Pitolisant skeletal.svg
Clinical data
Trade namesWakix, Ozawade
Other namesTiprolisant; Ciproxidine; BF2.649
License data
Routes of
By mouth
Drug classHistamine H3 receptor inverse agonists
ATC code
Legal status
Legal status
  • 1-[3-[3-(4-chlorophenyl)propoxy]propyl]piperidine
CAS Number
PubChem CID
CompTox Dashboard (EPA)
Chemical and physical data
Molar mass295.85 g·mol−1
3D model (JSmol)
  • InChI=1S/C17H26ClNO/c18-17-9-7-16(8-10-17)6-4-14-20-15-5-13-19-11-2-1-3-12-19/h7-10H,1-6,11-15H2 checkY
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Pitolisant, sold under the brand name Wakix among others, is a medication for the treatment of excessive daytime sleepiness in adults with narcolepsy.[2] It is a histamine 3 (H3) receptor antagonist/inverse agonist.[2] It represents the first commercially available medication in its class.[5] Pitolisant enhances the activity of histaminergic neurons in the brain that function to improve a person's wakefulness.[6]

The most common side effects include difficulty sleeping, nausea, and feeling worried.[7]

The U.S. Food and Drug Administration (FDA) considers it to be a first-in-class medication.[8]

Medical uses

Pitolisant (Wakix) is used in adults for the treatment of narcolepsy.[2][3] Narcolepsy is a chronic sleep disorder that causes overwhelming daytime drowsiness.[3] Pitolisant (Ozawade) is indicated to improve alertness and reduce excessive daytime sleepiness in adults with obstructive sleep apnea.[4]

Side effects

The most common side effects include insomnia (difficulty sleeping), headache, nausea (feeling sick), anxiety, irritability, dizziness, depression, tremor, sleep disorders, tiredness, vomiting, vertigo (a spinning sensation) and dyspepsia (heartburn).[3] Serious but rare side effects are abnormal loss of weight and spontaneous abortion.[3]


Pitolisant was developed by Jean-Charles Schwartz, Walter Schunack, and colleagues after the former discovered the H3 receptor.[9] It was the first H3 receptor inverse agonist to be tested in humans or introduced for clinical use.[9] It is marketed in the European Union by Bioprojet Pharma.[3] It was approved for medical use in the European Union in March 2016.[3]

The FDA approved pitolisant for excessive daytime sleepiness in participants with narcolepsy based primarily on evidence from two trials (Trial 1/NCT01067222, Trial 2/NCT01638403).[7] An additional trial (Trial 3/NCT01800045), in which participants with a different type of narcolepsy were exposed to the same dose of pitolisant, was used to add data for evaluation of side effects.[7] The trials were conducted in Europe and South America.[7]

The two primary trials enrolled adults with narcolepsy and excessive daytime sleepiness.[7] Participants received pitolisant, placebo, or an approved drug for narcolepsy for eight weeks.[7] For participants receiving pitolisant, the dose could be increased during the first three weeks but had to remain the same for the next five weeks.[7] Neither the participants nor the healthcare providers knew which treatment was being given during the trial.[7]

The benefit of pitolisant was evaluated by comparing changes in daytime sleepiness during the trial between pitolisant- and placebo-treated participants.[7] To measure the daytime sleepiness, the investigators used a scale called the Epworth Sleepiness Scale (ESS).[7] The ESS asks participants to rate the likelihood that they would fall asleep while doing eight daily activities (such as sitting and reading or watching television).[7] Participants rate each item from zero (would never doze) to three (high chance of dozing).[7]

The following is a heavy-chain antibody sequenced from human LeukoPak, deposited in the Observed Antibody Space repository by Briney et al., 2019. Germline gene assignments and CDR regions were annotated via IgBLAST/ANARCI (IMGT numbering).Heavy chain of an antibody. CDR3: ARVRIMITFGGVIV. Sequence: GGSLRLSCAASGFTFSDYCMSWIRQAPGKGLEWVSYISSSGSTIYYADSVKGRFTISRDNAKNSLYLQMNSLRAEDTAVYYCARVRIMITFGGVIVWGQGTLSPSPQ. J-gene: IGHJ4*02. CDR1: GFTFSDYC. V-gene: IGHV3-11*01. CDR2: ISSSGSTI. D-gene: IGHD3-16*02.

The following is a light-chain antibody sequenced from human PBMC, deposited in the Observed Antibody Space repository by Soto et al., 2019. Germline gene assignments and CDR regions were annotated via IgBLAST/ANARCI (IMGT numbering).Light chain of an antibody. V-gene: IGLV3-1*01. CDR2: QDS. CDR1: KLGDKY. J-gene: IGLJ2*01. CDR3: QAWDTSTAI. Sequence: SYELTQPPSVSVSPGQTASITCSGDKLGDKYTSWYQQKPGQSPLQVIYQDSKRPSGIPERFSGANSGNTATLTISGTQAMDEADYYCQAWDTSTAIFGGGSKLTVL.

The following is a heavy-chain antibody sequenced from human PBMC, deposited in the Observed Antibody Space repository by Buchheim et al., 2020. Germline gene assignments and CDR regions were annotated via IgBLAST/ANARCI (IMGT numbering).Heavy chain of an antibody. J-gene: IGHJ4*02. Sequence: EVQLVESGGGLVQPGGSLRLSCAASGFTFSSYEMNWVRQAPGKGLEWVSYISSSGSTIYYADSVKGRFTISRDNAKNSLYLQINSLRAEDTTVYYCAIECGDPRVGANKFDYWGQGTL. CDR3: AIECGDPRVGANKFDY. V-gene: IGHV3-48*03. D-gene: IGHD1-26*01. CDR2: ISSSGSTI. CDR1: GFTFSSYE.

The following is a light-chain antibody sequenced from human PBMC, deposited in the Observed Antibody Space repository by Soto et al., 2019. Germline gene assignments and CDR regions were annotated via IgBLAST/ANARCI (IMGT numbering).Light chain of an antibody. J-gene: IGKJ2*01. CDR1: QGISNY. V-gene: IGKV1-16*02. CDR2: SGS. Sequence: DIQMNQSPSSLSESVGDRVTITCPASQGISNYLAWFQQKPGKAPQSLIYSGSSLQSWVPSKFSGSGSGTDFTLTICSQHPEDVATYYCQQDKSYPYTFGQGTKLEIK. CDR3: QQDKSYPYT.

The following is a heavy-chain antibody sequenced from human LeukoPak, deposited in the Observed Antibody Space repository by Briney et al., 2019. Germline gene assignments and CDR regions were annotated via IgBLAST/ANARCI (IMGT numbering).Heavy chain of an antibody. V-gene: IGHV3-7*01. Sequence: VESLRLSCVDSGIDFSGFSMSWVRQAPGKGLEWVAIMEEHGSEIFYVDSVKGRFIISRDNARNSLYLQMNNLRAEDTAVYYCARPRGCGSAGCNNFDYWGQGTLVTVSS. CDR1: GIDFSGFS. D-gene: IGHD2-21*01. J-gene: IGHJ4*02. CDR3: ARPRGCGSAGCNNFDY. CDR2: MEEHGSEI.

Pitolisant was approved by the U.S. Food and Drug Administration (FDA) in August 2019.[7] It was granted orphan drug designation for the treatment of narcolepsy,[10] fast track designation for the treatment of excessive daytime sleepiness and cataplexy in people with narcolepsy, and breakthrough therapy designation for the treatment of cataplexy in people with narcolepsy.[11]


  1. ^ "Summary Basis of Decision (SBD) for Wakix". Health Canada. 23 October 2014. Retrieved 29 May 2022.
  2. ^ a b c d "Wakix- pitolisant hydrochloride tablet, film coated". DailyMed. 6 November 2019. Retrieved 18 August 2020.
  3. ^ a b c d e f g "Wakix EPAR". European Medicines Agency (EMA). Retrieved 18 August 2020. Text was copied from this source which is © European Medicines Agency. Reproduction is authorized provided the source is acknowledged.
  4. ^ a b "Ozawade EPAR". European Medicines Agency (EMA). Retrieved 15 October 2021.
  5. ^ "FDA Approves Pitolisant for Daytime Sleepiness in Patients with Narcolepsy". Pharmacy Times. Retrieved 18 August 2020.
  6. ^ Syed YY (20 July 2016). "Pitolisant: First Global Approval". Drugs. 76 (13): 1313–1318. doi:10.1007/s40265-016-0620-1. PMID 27438291. S2CID 42684839.
  7. ^ a b c d e f g h i j k l m "Drug Trials Snapshots: Wakix". U.S. Food and Drug Administration (FDA). 14 August 2019. Retrieved 18 March 2020. Public Domain This article incorporates text from this source, which is in the public domain.
  8. ^ "New Drug Therapy Approvals 2019". U.S. Food and Drug Administration. 31 December 2019. Retrieved 15 September 2020.
  9. ^ a b Schwartz JC (2011). "The histamine H3 receptor: from discovery to clinical trials with pitolisant". Br. J. Pharmacol. 163 (4): 713–21. doi:10.1111/j.1476-5381.2011.01286.x. PMC 3111674. PMID 21615387.
  10. ^ "Pitolisant Orphan Drug Designations and Approvals". U.S. Food and Drug Administration (FDA). 17 May 2010. Retrieved 25 May 2021.
  11. ^ "Harmony's pitolisant granted breakthrough and fast track designations". Pharma Business International. 22 May 2018. Retrieved 25 May 2021.